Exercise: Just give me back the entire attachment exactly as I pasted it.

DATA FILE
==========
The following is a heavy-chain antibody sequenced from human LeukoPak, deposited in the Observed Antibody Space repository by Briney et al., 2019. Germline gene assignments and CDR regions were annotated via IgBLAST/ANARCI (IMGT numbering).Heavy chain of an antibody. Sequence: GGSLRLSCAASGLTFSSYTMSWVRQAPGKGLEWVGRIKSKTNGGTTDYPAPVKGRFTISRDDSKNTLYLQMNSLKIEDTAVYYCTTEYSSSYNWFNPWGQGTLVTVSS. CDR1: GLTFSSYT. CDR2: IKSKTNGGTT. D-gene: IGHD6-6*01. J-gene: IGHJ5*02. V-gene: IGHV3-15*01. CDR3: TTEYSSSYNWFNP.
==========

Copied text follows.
The following is a heavy-chain antibody sequenced from human LeukoPak, deposited in the Observed Antibody Space repository by Briney et al., 2019. Germline gene assignments and CDR regions were annotated via IgBLAST/ANARCI (IMGT numbering).Heavy chain of an antibody. Sequence: GGSLRLSCAASGLTFSSYTMSWVRQAPGKGLEWVGRIKSKTNGGTTDYPAPVKGRFTISRDDSKNTLYLQMNSLKIEDTAVYYCTTEYSSSYNWFNPWGQGTLVTVSS. CDR1: GLTFSSYT. CDR2: IKSKTNGGTT. D-gene: IGHD6-6*01. J-gene: IGHJ5*02. V-gene: IGHV3-15*01. CDR3: TTEYSSSYNWFNP.